"And yet we treat important people in our lives as second class citizens," he said. "Translators, IHSS" (In-House Support Services caregivers) "and independent living center workers are all underpaid, and usually get no benefits."
Collins called for links to unite the many duplicate systems and groups working for change, and addressed issues of sexuality, public transport, stereotypes and housing accessibility needs. He also stressed the need to work with politicians:
"They will listen to you," he said. "You're a voter and you're a taxpayer and you deserve to be heard.
"I hope this becomes an annual event," Collins told the nearly 150 attendees. "This is a lot of people, folks, when it's so hard for some of us to even get out of bed in the morning."
Also speaking was a panel of community leaders which included Joan Kilburn of the Area Board on Developmental Disabilities, Jo Anne Weber of the Commission on Aging, Marin Center for Independent Living President Daniel Barnes and College of Marin student Nicole Follin.
Follin, who suffered a brain hemorrhage six years ago as a 19-year-old Virginia Tech student, called College of Marin's Disabled Students Programs and Services "my best support network -- physically, mentally and emotionally."
She's glad she mustered up the courage to move to California in spite of her wheelchair and vision and memory problems, but there have been some difficulties navigating the fragmented system of separate resources. She told about fighting for two years to get a curb cut and a safe crossing at the bus stop on Sir Francis Drake Boulevard across from College of Marin. At last, the curb cut was in place, and a push button stop light installed at the crosswalk -- whereupon Golden Gate Transit moved the bus stop to another block.
Kilburn spoke about supported living for people with developmental disabilities, and Weber talked about family caregivers.
"When someone gives care 24 hours a day," said Weber, "they end up needing care themselves."
Weber also quoted Gandhi: "Be the change that you want to see in the world."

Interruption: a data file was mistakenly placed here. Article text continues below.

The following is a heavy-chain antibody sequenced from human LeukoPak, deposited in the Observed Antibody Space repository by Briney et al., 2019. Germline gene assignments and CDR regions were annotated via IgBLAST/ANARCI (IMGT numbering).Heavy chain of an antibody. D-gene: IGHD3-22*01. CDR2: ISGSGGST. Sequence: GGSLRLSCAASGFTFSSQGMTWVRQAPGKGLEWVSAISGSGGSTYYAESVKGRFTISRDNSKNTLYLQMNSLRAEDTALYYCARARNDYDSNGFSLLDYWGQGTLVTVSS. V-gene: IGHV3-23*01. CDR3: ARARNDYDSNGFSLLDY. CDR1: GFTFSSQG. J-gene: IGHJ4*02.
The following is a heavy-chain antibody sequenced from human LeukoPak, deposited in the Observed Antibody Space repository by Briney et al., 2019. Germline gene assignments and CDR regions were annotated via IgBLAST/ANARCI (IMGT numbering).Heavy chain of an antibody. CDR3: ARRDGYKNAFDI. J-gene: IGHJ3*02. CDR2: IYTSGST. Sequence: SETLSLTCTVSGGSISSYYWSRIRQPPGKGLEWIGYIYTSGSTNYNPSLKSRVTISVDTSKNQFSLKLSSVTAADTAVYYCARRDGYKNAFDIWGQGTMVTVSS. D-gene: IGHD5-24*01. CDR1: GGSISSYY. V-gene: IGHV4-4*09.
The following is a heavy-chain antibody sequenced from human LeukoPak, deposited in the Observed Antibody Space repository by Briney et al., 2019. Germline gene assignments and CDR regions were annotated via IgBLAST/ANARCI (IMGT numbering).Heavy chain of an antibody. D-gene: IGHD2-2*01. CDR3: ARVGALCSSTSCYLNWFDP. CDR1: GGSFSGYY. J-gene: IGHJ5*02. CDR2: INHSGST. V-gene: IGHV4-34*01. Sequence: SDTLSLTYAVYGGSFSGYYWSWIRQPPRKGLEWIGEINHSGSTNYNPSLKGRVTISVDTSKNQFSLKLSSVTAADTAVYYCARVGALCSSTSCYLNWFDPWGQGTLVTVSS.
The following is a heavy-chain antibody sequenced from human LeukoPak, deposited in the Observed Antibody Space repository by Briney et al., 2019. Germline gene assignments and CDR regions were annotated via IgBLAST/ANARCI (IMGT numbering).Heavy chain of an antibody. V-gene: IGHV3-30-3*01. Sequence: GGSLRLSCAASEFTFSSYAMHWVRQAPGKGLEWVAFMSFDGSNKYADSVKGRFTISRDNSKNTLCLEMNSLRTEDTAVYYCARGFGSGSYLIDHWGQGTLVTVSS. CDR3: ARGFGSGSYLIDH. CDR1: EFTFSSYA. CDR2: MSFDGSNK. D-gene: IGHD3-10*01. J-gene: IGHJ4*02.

Barnes, who became a quadriplegic when he was run over by a four-wheel drive vehicle while taking a nap in a mountain meadow, talked about IHSS workers.
"They deal with the gritty real-life stuff," like bowel care and broken catheters, he said, but in Marin County they get $5.75 an hour. Not surprisingly, the quality of care has declined.
"I've been robbed, been abandoned," said Barnes, "but I've also met some of the most caring and generous people. We have to get attendants in this county a living wage."
Nate Miley, who sits on the Oakland City Council and is Executive Director of United Seniors of Oakland, was the lunch speaker, addressing issues of paratransit and pedestrian safety.
In the afternoon, people broke into brainstorming groups and wrestled with the topics of technology, housing, transportation, medical issues, home based workers and universal design.
The forum was organized by Disability Rights, Enforcement, Education, Services (DREES) and the Marin County Department of Health and Human Services, Division of Aging. Major Sponsors were the California Department of Health Services and the California Telephone Equipment and Loan Program. The chief organizer was Patrick William Connally of DREES, and College of Marin's Disabled Students Program Coordinator Marie McCarthy sat on the Steering Committee.
The Final Report on the forum will be posted on www.dizbiz.com.
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